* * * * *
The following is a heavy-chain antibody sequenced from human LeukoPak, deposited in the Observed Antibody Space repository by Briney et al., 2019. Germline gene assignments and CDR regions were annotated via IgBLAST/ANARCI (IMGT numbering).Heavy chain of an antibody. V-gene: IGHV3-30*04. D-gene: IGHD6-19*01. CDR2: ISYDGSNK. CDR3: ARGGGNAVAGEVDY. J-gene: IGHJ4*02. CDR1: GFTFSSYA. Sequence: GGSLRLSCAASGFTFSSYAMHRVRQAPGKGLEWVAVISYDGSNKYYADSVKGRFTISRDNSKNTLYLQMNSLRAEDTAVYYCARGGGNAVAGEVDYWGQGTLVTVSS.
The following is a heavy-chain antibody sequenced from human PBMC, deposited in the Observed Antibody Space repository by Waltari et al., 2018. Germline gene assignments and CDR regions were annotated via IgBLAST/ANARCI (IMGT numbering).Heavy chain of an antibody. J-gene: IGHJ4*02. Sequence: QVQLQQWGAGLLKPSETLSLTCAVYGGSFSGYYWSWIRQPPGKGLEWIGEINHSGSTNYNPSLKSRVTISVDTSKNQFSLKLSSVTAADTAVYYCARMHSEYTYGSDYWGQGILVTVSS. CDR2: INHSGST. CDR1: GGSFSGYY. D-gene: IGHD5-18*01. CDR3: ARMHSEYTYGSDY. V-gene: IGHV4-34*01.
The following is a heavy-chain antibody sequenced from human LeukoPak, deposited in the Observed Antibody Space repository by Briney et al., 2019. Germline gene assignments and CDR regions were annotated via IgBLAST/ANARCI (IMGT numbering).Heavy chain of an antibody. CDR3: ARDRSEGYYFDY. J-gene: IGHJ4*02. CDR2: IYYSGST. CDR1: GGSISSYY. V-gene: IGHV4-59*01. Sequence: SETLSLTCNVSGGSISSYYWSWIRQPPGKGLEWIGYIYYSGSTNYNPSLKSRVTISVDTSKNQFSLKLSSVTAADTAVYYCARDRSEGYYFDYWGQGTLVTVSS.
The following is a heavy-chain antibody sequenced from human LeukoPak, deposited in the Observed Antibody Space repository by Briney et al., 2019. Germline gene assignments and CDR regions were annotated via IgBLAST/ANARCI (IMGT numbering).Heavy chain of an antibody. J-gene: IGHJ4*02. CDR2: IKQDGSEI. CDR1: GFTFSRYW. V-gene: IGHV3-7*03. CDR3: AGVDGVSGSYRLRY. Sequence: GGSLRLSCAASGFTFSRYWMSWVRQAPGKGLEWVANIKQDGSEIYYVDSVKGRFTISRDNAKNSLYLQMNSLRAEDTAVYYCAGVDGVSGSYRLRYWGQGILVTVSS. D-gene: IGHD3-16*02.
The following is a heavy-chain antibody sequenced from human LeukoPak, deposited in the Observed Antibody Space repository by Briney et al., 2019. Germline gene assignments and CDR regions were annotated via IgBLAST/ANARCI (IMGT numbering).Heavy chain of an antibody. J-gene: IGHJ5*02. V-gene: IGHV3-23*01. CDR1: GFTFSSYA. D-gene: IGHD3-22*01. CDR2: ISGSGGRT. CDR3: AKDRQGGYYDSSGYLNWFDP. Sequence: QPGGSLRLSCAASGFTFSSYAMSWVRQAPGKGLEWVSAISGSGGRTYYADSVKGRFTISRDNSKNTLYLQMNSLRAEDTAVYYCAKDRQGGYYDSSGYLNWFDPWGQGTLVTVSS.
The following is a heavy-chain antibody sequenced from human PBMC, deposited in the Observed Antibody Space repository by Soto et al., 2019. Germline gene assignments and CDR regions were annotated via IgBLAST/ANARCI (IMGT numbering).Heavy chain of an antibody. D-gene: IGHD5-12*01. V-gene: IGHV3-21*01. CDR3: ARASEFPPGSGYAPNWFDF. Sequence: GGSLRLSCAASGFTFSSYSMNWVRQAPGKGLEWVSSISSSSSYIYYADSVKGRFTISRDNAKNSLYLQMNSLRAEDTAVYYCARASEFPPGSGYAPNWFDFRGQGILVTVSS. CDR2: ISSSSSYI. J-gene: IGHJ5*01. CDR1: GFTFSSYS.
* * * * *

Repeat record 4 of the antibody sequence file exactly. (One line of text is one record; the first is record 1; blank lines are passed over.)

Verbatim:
The following is a heavy-chain antibody sequenced from human LeukoPak, deposited in the Observed Antibody Space repository by Briney et al., 2019. Germline gene assignments and CDR regions were annotated via IgBLAST/ANARCI (IMGT numbering).Heavy chain of an antibody. J-gene: IGHJ4*02. CDR2: IKQDGSEI. CDR1: GFTFSRYW. V-gene: IGHV3-7*03. CDR3: AGVDGVSGSYRLRY. Sequence: GGSLRLSCAASGFTFSRYWMSWVRQAPGKGLEWVANIKQDGSEIYYVDSVKGRFTISRDNAKNSLYLQMNSLRAEDTAVYYCAGVDGVSGSYRLRYWGQGILVTVSS. D-gene: IGHD3-16*02.